A function is like an equation that relates an input to an output. We commonly express functions in the form:

$f(x)$f(x)$=$=...

A linear function is a relationship between two variables that, when graphed, will be in a straight line.

An inverse function is a function that reverses another function. It sounds a bit confusing so let's look at how to find inverses in a bit more detail.

Finding the Inverse of Coordinates

The inverse of a pair of coordinates (a point) can be thought of as the corresponding point if the point was reflected along the line $y=x$y=x.

For example, the line $y=x$y=x has been graphed and I have plotted the point $\left(-2,3\right)$(−2,3) in blue.

So to find the inverse, I reflect across this line. To do this I reverse the coordinates. This mean that the $y$y becomes the $x$x and the $x$x becomes the $y$y. So $\left(-2,3\right)$(−2,3) becomes $\left(3,-2\right)$(3,−2).

This is shown on the graph in green.

The reflection is evident by the fact that I have crossed the line $y=x$y=x at $90^\circ$90°.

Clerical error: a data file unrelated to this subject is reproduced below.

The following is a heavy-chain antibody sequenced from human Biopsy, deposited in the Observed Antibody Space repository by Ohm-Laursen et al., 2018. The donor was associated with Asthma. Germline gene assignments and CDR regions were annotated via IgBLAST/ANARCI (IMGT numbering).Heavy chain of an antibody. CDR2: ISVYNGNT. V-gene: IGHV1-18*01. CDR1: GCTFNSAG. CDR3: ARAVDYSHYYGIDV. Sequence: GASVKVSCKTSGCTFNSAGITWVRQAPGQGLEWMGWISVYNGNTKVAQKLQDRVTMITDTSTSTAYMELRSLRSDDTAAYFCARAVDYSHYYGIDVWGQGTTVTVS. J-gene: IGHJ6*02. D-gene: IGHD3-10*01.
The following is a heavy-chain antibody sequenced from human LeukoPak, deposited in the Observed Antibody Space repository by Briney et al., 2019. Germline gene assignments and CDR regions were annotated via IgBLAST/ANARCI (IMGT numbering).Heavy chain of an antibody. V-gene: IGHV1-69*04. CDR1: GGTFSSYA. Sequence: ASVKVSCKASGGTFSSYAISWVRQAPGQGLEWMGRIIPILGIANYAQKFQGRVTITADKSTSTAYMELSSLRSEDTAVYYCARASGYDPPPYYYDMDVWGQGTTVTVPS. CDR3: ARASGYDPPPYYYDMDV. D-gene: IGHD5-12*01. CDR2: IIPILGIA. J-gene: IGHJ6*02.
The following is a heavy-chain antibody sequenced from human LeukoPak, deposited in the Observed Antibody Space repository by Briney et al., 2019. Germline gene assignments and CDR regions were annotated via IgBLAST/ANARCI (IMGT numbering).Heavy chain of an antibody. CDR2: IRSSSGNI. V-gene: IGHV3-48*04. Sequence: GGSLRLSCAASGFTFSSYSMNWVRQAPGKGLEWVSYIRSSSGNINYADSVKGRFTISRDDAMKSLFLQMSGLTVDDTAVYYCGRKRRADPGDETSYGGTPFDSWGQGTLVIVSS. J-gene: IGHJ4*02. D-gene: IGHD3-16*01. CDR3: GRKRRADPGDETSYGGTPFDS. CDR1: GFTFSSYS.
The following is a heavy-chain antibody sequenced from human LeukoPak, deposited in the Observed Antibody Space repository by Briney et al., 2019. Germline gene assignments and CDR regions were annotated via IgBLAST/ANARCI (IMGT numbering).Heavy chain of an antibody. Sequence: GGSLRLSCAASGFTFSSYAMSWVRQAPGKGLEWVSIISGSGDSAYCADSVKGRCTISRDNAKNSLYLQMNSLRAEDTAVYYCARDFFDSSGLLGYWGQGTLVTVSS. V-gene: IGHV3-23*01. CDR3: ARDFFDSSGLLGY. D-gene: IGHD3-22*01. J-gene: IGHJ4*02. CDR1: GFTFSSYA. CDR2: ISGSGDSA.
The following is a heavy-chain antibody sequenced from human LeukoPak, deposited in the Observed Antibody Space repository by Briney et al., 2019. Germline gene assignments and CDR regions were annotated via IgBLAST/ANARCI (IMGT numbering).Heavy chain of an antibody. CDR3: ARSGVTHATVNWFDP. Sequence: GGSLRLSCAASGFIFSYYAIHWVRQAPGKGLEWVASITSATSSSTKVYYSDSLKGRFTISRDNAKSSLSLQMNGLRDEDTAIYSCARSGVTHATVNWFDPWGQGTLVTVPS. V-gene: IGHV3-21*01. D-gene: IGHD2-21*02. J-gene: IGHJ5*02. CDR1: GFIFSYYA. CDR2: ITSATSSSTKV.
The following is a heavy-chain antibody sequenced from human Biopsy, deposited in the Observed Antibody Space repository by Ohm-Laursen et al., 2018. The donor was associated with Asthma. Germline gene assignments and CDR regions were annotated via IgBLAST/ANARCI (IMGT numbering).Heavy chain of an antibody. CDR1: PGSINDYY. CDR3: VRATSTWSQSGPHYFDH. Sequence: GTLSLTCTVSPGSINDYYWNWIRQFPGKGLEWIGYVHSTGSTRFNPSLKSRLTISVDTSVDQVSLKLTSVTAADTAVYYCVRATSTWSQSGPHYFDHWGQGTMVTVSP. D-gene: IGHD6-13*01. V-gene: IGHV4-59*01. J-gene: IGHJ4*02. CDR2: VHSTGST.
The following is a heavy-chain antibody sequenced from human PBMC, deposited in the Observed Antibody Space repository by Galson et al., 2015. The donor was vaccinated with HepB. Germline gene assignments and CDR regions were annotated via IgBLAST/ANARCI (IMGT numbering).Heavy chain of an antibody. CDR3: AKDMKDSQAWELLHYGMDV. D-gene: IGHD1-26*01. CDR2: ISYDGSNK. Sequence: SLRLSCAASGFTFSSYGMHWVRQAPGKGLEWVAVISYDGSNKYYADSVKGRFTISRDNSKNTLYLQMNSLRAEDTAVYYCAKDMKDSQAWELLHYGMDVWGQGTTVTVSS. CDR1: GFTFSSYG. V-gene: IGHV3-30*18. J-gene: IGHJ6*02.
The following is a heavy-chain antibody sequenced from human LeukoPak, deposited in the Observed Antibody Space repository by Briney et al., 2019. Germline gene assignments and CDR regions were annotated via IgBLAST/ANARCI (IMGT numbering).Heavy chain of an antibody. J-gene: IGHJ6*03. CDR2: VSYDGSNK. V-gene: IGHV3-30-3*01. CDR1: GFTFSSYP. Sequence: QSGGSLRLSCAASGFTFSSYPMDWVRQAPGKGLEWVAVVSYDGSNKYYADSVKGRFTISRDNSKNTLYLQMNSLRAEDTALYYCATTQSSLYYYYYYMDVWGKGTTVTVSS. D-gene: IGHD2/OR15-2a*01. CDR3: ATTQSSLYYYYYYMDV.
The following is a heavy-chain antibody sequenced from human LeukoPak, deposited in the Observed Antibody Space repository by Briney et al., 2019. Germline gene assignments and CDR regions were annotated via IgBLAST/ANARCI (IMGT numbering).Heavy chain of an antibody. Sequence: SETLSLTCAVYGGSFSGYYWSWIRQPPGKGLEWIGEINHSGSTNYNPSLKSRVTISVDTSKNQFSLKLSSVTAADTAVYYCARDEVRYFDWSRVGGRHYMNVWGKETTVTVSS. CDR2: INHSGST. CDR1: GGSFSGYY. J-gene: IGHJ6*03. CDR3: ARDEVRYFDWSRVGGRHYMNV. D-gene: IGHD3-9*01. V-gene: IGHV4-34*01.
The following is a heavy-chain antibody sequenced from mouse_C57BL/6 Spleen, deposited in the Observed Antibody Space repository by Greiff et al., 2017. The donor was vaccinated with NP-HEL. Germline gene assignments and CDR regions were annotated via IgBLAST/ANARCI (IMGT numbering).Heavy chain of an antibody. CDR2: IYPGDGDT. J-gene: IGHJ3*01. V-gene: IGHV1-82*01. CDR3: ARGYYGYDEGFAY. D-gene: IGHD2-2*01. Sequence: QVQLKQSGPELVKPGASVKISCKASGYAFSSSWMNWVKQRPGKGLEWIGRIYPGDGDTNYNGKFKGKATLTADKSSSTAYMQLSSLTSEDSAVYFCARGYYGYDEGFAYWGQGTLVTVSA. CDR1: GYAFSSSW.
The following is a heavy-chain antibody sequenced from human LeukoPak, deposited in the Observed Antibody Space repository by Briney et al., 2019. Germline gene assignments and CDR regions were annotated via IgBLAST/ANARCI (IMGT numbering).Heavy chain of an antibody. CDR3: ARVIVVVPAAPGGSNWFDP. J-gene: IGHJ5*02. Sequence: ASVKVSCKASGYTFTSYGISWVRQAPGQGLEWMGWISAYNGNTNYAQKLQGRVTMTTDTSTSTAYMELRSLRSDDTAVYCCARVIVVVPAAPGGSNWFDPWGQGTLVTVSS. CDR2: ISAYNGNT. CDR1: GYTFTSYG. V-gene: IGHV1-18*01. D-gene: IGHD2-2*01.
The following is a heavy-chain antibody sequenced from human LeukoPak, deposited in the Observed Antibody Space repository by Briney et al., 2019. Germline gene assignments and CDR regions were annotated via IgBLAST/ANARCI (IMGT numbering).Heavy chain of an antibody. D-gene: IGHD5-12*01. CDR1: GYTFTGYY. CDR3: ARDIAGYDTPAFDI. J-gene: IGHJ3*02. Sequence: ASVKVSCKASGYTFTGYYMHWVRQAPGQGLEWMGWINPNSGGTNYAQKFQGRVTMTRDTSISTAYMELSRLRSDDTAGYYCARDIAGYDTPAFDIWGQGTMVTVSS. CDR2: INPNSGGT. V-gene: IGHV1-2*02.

Finding the Inverse of a Function

We'll run through the process of finding an inverse function it using an example: $f(x)$f(x)$=$=$3x+6$3x+6

1. Start with the original function, substituting $y$y for $f(x)$f(x):

$y=3x+6$y=3x+6

2. Rearrange the equation to make $x$x the subject:

$y$y

$=$=

$3x+6$3x+6

$y-6$y−6

$=$=

$3x$3x

$\frac{y-6}{3}$y−63

$=$=

$x$x

$x$x

$=$=

$\frac{y-6}{3}$y−63

3. Switch the places of $x$x and $y$y in the equation you found in step 2:

We started with $x=\frac{y-6}{3}$x=y−63, so when we switch the variables to make it $y=\frac{x-6}{3}$y=x−63

So the inverse function of $f(x)$f(x)$=$=$3x+6$3x+6 is $f(x)$f(x)$=$=$\frac{x-6}{3}$x−63

Now let's look at some examples.

Worked Examples

Question 1

Question 2

Define $y$y, the inverse of $f\left(x\right)=-\frac{1}{8}x+10$f(x)=−18x+10.

Question 3

Find the inverse of $3x+48=8y$3x+48=8y.

Question 4

If $f\left(x\right)$f(x)$=$=$kx$kx$-$−$7$7 and $f^{-1}\left(x\right)$f−1(x)$=$=$2x$2x$+$+$14$14, solve for the value of $k$k.